Thursday, November 23, 2006

Does this make sense?

Probably it won't, but I've got a ton of things swirling around in my head.

Firstly, I have much to be thankful for today. I think that goes without saying... but I'm still not confident enough to articulate everything. Suffice to say, I am very thankful.

Secondly, today could have been so much worse. Typically, B spends TurkeyDay with his family, and I spend it with mine*. This year, my parents are out of town visiting the gestating sister, and B is working. G and I got to visit with him earlier, and have turkey on his ship. Although it wasn't a familiar holiday tradition, and we were surrounded by strangers, I was profoundly grateful to see him for even the two hours we had. Next year, he will be far away for the holidays, and I am acutely aware that this year's holiday was a gift.

Thirdly, because I am procrastinating on the cleaning and packing,** I was reading blogs while G napped off his holiday meal. Bloglines wasn't showing anything new for me, so I started following blogroll links and somehow found myself immersed in a few blogs on the opposite side of donor conception - blogs written by children conceived through donors or surrogacy. These were not happy blogs.

I'm going to tread lightly here because I don't want to invalidate someone else's personal feelings about their life and experiences, but it shocked me that I did not see a single blog where the author did not have an overwhelmingly negative view of donation. I understand that for the most part, topic-driven blogs (particularly when the topic is reproductive in nature) are not written because a person is happy and well-adjusted with their circumstances in life... so I suppose that part of the negativity is because these blogs, by their very nature, are a means to work through complex feelings or release pain... and that would somewhat skew the demographics.

Still... You'd think at least someone would pop up and say "hey, it's really not that bad" ... but no.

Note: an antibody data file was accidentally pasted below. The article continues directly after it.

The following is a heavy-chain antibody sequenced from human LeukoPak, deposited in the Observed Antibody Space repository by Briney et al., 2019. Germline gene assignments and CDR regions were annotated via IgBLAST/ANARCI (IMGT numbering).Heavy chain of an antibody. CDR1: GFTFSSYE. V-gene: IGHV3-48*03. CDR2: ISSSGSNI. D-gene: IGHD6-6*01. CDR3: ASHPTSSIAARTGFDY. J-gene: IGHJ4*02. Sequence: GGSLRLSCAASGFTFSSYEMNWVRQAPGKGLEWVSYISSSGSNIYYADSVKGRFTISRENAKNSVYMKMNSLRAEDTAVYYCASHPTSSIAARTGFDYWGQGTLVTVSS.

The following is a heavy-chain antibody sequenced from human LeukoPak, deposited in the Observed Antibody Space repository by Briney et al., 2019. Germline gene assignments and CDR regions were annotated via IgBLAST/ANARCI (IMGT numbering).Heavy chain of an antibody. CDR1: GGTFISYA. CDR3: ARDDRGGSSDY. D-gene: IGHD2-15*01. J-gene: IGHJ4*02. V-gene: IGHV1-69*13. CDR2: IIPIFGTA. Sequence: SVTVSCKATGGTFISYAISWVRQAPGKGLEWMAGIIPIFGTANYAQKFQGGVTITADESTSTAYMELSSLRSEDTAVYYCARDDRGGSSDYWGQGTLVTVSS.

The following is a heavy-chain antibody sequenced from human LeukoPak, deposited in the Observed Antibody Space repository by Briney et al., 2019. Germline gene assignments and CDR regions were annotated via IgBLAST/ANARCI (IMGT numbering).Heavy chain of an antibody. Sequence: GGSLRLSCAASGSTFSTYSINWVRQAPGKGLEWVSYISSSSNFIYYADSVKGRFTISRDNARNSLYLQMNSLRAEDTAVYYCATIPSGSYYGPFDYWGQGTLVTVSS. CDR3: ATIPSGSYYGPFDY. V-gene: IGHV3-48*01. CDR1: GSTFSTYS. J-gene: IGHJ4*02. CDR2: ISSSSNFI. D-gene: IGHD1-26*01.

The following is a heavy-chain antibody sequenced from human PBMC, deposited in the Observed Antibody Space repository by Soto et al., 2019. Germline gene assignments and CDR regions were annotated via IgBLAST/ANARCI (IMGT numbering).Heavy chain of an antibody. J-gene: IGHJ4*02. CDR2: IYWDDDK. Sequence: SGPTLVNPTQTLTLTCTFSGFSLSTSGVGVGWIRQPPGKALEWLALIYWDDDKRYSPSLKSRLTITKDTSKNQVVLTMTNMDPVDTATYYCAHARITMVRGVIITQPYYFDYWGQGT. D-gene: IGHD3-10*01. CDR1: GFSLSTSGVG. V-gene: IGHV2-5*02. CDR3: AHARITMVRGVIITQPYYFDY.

That aside, each and every blog put a new spin on things I'd never really considered before. Is it a disservice to bring a child into the world through 'artificial means'? Does it really cause lifelong wounds? Is it selfish of all concerned (donors included)?

One blog in particular interested me. It was written by a woman who was the product of egg donation and birthed by a surrogate. Her negative views of donation extended to any and all artificial reproduction, not just donation but ART in general. In fact, one poignant entry about her happiness at knowing her own child was conceived through natural means, created by her marital love and not in an artificial environment both touched me and piqued my ire.

I know what you're thinking - what an interesting duo of emotions to feel simultaneously. Well, I'm a complex kinda gal.

I can see, from her particular point of view, why she would have a negative viewpoint of any conception/family growth that involves a child being raised without personal knowledge of their genetic heritage... and in that sense, I can understand why she has great pride in knowing that her child will have a greater connection and better answers to the age-old question where did I come from?... But I cannot for the life of me understand why any artificial conception would be considered morally wrong, no matter what personal baggage is carried by the one expressing said opinion.